In their final press conference before handing over control of the House to Republicans, Democrats promised that the soon-to-be majority party would fail at repealing health care reform.
House Republicans announced Monday a plan for a Jan. 12 vote to keep their campaign promise and repeal President Barack Obama’s health care reform laws. The resolution introduced by Republicans says it would “repeal the job-killing health care law and health care-related provisions in the Health Care and Education Reconciliation Act of 2010.”
But Democrats have said the attempt amounts to little more than a stunt.
“This repeal of health care reform is political theater,” Rep. Rosa DeLauro (D-CT) said at Monday’s press conference. “It’s a kabuki dance… repeal of health care reform is not going to happen.”
Even if House Republicans were able to pass the bill, Democrats could simply refuse to bring it up for a vote in the Senate, where they still have control. If the bill were brought up for a vote in the Senate, Republicans would need 12 Democrats to vote with them to break a filibuster.
Assuming that Republicans overcame all of those hurdles, the president could simply veto the bill.
Another potential problem for Republicans is that repealing health care would run up the deficit. The Congressional Budget Office (CBO) has said that health care reform will reduce the deficit by $1.2 trillion.
The CBO has also said (.pdf) that a plan to alter Medicare and Medicaid, proposed by Rep. Paul Ryan (R-WI), would actually increase the deficit.
The new rules give Ryan unprecedented power to unilaterally set spending and revenue limits.
“[Republicans] also talk about being — making deficit reduction a priority,” Rep. Debbie Wasserman Schultz (D-FL) noted. “Yet, the first thing out of the gate they are trying to do is repeal health care reform which explodes the deficit.”
“They’re going to employ budget gimmicks to try and hide the cost of their actions,” Rep Chris Van Hollen (D-MD) said. “What they are going to try to do is engage in Enron-type accounting to say that when they try and move to repeal health care a week from tomorrow, that the hit on the deficit will not matter.”
“That kind of flim-flam is exactly what the American people came to expect the last time the Republicans were in charge,” he added.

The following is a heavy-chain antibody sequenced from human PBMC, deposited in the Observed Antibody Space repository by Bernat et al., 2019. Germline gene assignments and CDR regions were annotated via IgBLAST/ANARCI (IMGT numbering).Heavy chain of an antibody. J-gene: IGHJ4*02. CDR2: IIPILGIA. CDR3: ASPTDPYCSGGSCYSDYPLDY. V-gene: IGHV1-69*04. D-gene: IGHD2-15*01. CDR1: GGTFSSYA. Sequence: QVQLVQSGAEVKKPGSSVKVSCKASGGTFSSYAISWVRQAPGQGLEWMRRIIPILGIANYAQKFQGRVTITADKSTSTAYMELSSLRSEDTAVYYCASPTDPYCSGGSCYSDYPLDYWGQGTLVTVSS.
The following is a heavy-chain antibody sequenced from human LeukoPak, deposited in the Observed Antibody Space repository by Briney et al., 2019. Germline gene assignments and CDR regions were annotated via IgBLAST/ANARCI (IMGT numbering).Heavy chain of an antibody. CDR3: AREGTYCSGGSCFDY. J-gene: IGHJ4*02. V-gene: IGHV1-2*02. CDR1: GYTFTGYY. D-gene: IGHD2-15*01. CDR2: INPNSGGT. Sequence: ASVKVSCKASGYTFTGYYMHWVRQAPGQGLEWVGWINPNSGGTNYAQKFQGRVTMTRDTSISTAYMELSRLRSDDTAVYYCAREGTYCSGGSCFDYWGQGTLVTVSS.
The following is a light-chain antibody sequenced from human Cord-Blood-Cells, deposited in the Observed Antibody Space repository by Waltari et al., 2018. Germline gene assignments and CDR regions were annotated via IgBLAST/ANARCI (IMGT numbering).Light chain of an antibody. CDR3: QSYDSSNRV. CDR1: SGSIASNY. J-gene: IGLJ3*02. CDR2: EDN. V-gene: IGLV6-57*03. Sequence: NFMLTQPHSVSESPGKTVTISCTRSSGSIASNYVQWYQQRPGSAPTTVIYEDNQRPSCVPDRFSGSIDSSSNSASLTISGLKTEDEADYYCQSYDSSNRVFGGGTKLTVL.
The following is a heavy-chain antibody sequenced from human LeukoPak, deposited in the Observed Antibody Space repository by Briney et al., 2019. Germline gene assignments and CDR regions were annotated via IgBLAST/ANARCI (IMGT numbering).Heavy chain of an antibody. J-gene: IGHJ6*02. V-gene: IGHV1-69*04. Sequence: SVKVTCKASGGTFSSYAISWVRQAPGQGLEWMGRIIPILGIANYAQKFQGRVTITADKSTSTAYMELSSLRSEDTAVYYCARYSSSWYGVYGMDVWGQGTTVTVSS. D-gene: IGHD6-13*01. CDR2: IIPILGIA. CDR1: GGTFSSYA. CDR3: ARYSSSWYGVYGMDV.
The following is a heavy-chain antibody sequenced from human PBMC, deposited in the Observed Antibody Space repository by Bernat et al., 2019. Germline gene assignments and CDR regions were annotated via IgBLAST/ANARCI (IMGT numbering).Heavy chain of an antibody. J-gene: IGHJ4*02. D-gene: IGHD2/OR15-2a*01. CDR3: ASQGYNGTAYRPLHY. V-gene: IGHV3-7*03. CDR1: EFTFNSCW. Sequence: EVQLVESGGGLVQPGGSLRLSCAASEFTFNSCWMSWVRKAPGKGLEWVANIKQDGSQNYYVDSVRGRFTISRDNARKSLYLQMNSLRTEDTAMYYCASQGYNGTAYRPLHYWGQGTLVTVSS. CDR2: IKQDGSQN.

This video is from C-SPAN, broadcast Jan. 4, 2010.
Ethics committee warns sitting federal judges not to affiliate with the Federalist Society
On Wednesday, the Judicial Conference's Codes of Conduct Committee, a national panel of high-ranking federal judges responsible for policy-making on U.S. courts, released a draft advisory opinion warning federal judges against affiliating with the Federalist Society, one of the nation's foremost associations of conservative and libertarian lawyers.
The opinion also singled out the American Constitution Society (ACS), the Federalist Society's progressive counterpart.
"The Committee advises that formal affiliation with the ACS or the Federalist Society, whether as a member or in a leadership role, is inconsistent with Canons 1, 2, 4, and 5 of the Code," stated the opinion. "Official affiliation with either organization could convey to a reasonable person that the affiliated judge endorses the views and particular ideological perspectives advocated by the organization; call into question the affiliated judge's impartiality on subjects as to which the organization has taken a position; and generally frustrate the public's trust in the integrity and independence of the judiciary."
Donald Trump’s Secretary of State apparently thinks Spanish is spoken in Lebanon
The president of United States is often criticized for getting his facts wrong, especially when it comes to understanding the world.
Trump made up the country of "Nambia" while not knowing that Bhutan and Nepal (which he pronounced "nipple") are real countries. He said the country of Belgium "is a beautiful city" and once told the prime minister of India that the country does not share a border with China (their shared border is 2,500 miles).
Jason Crow lays out the human cost of Trump’s Ukraine scheme — citing his military experience
On the second day of the impeachment trial, Rep. Jason Crow (D-CO), a veteran and one of the House impeachment managers, clearly laid out the risk that President Donald Trump's Ukraine scheme posed to human life — and drew from his own experience in the military.
"I know something about counter-battery radar," said Crow. "In 2005 I was an Army Ranger serving in a special operations task force in Afghanistan. We were at a remote operating base along the Afghanistan-Pakistan border. And frequently, the insurgents that we were fighting would launch rockets and missiles onto our small base. But luckily we were provided with counter-battery radar. The 20, 30, 40 seconds before those rockets and mortars rained down on us, an alarm would sound, and we would run out from our tents and jump into our concrete bunkers and wait for the attack to end. This is not a theoretical exercise, and the Ukrainians know it."